“Capital” and “capitol” are very easily (and very often) confused. “Capitol” is only and ever and always a building. Think of the round O-shape of a dome. Think of stone, of doors, of windows. All those things echo the “O” in “capitol.” One is bound to work for you as a mnemonic. If this word refers to a specific building, it will be capitalized as a proper noun or proper adjective. “Protesters in Washington, D.C. congregated on the Capitol steps.” However, it can just as easily be a common noun: “While the class was in the capital, they toured the capitol and other important sites”.
“Capital” is never a building. (This is one of the few times I feel safe using that adverb.) The capital can be a city (Madison is the capital of Wisconsin). It can be a letter (city names begin with a capital letter). It can mean “the center of a specific activity or industry” (Hollywood has been called the entertainment capital of the world). In the UK and countries where UK English is the usual, “capital” can mean “excellent,” as it does in the heading for this post.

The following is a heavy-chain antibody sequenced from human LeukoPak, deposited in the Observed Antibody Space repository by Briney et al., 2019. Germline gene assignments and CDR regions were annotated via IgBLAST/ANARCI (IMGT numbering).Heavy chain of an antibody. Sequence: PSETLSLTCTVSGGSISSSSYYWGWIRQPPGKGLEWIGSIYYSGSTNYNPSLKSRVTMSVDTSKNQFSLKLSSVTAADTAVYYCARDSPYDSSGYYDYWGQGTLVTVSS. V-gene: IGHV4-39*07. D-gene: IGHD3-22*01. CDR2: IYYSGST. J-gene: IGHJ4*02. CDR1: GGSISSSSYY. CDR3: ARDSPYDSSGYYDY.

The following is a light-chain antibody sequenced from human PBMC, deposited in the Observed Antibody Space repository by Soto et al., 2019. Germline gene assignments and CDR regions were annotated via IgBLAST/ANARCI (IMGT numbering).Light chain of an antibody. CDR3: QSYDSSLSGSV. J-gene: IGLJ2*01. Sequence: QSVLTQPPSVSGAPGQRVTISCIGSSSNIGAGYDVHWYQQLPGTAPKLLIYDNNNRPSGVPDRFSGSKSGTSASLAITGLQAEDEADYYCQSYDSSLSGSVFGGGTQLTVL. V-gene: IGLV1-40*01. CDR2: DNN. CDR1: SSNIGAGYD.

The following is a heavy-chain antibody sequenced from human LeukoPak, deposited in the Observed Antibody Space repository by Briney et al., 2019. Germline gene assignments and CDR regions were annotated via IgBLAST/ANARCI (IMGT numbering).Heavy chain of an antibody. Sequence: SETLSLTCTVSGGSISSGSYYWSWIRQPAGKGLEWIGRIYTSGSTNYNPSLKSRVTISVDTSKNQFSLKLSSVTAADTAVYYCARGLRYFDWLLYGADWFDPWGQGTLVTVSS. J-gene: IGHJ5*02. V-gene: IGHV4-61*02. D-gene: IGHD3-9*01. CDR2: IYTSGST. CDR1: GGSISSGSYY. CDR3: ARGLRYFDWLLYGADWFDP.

For some reason, this pairing has been turning up all over of late in various grammar-related places. I’m far from the only one to have addressed it. Here is a link to the Grammarist article, which I think is one of the best.
2 thoughts on “What a capital idea!”
Thank you for this one and for a searchable archive. I was getting confused on the use of “Austin is the capital/capitol of Texas.” I knew the O version was supposed to refer to the building itself, but I couldn’t remember if that extended to the city that contained the building. Evidently, it doesn’t.
I was about to ping you over on G+ when I realized you’d probably answered this question enough times to have put it here on this site.
So, again, thanks!
I’m glad you found it (and found it helpful). Yeah, this one’s awfully common. You’re far from alone, friend.